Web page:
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Why is US citation share dropping?

The National Science Foundation released two reports to the public this week that examine a puzzling trend: Why, during times of increasing investment in science, is the share of US publications dropping? As I linkurl:reported;http://www.the-scientist.com/news/display/36407 in November of last year, US publication numbers plateaued from 1992 to 2002, and the global percentage of publications coming out of the US dropped from 38% in 1973 to 30% in 2003. Meanwhile, the report shows US academic R&D

By | July 20, 2007

The National Science Foundation released two reports to the public this week that examine a puzzling trend: Why, during times of increasing investment in science, is the share of US publications dropping? As I linkurl:reported;http://www.the-scientist.com/news/display/36407 in November of last year, US publication numbers plateaued from 1992 to 2002, and the global percentage of publications coming out of the US dropped from 38% in 1973 to 30% in 2003. Meanwhile, the report shows US academic R&D expenditures during 1988 to 2003 rising at a fast clip. As I write in this month's issue of __The Scientist__, linkurl:investing dollars in science;http://www.the-scientist.com/2007/7/1/28/1 appears to have robust returns to the economy; why aren't publication numbers responding similarly? One linkurl:report;http://www.nsf.gov/statistics/srs07204/ surveyed a number of leading scientists, who agree that better and more abundant science from Asian countries has contributed to America's drop in share. The report summarizes the views that "improved capacity overseas is more likely to account for the increased share of [science and engineering] papers from foreign institutions than changes in what Americans have been doing." International collaboration and bigger science, with more authors per publication, might also explain the US's dropping share. A second linkurl:report,;http://www.nsf.gov/statistics/nsf07320/ and one you bibliometric zealots out there will certainly enjoy, presents a load of data on publishing trends, such as the growth of publications in different countries (all of which had slower growth from 1992-2003 than 1988-1992); which sectors show the greatest decline in US share of publications (engineering and math); and countries' share of the top cited articles (the US produces 64% of the most cited papers). I love cruising through data like these, much of which comes from the Thomson ISI database, which __The Scientist's__ founder, Eugene Garfield, also established. The analyses are wonderfully descriptive in how trends in publication have changed in the past few decades, but I am interested in what might explain them. What do you think is to account for the US's shrinking proportions in publication output? And is there any cause for concern? Tell us what you think by posting a comment to this blog.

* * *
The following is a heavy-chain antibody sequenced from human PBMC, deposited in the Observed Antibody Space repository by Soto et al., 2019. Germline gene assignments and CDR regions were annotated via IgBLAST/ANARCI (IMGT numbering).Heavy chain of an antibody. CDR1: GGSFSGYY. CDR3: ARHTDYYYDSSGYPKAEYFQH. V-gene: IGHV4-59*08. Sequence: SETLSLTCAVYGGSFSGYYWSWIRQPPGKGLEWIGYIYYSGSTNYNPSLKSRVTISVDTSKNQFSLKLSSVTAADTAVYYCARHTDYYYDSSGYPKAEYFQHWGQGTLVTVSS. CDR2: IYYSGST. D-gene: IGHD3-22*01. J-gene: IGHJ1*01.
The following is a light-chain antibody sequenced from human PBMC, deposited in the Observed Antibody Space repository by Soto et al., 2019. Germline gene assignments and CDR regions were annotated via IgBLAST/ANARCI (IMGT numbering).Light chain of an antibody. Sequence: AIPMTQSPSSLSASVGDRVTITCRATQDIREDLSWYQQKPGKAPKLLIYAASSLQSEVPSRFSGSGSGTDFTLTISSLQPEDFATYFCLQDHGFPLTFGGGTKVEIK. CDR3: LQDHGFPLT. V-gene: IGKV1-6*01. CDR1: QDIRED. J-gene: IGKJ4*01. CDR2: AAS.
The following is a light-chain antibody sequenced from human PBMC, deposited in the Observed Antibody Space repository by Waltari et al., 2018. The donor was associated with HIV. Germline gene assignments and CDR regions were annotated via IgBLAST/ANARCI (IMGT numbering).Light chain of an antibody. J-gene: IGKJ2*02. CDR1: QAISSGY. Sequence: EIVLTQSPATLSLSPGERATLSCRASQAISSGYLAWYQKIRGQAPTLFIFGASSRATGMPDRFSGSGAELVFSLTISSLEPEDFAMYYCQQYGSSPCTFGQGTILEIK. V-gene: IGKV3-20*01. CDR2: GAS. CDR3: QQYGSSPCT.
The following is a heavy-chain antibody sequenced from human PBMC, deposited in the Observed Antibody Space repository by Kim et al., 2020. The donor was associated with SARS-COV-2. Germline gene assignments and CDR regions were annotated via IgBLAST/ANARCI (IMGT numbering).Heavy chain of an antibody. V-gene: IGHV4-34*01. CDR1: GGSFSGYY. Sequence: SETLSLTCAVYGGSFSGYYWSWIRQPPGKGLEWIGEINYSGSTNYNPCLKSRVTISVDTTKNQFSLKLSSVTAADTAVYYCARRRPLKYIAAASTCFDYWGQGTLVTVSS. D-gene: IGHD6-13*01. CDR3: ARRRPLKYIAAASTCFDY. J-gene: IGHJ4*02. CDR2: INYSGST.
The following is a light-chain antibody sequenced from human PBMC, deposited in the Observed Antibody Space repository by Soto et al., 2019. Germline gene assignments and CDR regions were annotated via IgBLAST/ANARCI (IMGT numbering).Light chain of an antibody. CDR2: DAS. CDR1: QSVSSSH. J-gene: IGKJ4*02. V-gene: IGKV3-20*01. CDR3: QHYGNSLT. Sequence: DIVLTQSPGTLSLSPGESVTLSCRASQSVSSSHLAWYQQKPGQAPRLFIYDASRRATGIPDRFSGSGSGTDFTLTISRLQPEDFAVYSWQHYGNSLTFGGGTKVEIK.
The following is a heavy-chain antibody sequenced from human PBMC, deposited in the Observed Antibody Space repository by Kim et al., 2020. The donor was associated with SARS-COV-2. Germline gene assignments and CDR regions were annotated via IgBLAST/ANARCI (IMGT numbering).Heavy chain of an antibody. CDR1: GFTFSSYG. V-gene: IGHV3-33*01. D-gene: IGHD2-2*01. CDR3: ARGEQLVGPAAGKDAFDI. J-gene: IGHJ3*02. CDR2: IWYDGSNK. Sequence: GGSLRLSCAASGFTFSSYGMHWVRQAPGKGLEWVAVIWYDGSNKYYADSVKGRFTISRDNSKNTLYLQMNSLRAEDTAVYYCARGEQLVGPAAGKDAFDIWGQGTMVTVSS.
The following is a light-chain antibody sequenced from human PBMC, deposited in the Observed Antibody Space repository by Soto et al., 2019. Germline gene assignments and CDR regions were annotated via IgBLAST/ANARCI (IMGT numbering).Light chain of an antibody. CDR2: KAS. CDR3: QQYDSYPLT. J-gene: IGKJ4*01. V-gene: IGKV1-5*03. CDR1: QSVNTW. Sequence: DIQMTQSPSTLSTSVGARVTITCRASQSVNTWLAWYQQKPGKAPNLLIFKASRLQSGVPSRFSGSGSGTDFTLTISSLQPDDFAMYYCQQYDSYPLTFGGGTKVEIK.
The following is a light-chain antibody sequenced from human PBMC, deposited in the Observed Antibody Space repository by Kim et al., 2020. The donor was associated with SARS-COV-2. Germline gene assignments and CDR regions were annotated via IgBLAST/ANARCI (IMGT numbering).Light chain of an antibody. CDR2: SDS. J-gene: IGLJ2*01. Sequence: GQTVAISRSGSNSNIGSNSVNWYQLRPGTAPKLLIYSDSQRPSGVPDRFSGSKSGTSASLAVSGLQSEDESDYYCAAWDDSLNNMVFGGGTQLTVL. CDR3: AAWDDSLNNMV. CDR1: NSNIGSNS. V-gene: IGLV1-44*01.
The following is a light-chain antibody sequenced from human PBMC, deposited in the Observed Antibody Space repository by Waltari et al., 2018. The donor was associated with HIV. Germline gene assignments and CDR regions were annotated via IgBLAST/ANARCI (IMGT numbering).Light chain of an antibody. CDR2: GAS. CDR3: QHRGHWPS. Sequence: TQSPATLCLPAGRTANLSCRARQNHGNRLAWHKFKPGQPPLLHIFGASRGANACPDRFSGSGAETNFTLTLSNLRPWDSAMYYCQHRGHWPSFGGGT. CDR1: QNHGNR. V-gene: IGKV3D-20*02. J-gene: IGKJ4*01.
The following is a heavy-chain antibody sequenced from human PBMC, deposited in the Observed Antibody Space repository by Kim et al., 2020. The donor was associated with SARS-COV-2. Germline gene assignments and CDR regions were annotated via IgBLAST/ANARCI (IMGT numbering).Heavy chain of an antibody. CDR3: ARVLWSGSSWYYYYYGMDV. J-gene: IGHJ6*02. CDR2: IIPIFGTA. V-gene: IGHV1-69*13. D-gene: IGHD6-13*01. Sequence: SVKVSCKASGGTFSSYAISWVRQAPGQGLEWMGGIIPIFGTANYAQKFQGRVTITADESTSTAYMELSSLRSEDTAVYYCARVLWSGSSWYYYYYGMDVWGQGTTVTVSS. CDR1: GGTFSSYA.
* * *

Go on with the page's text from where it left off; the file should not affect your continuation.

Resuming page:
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Mettler Toledo
BD Biosciences
BD Biosciences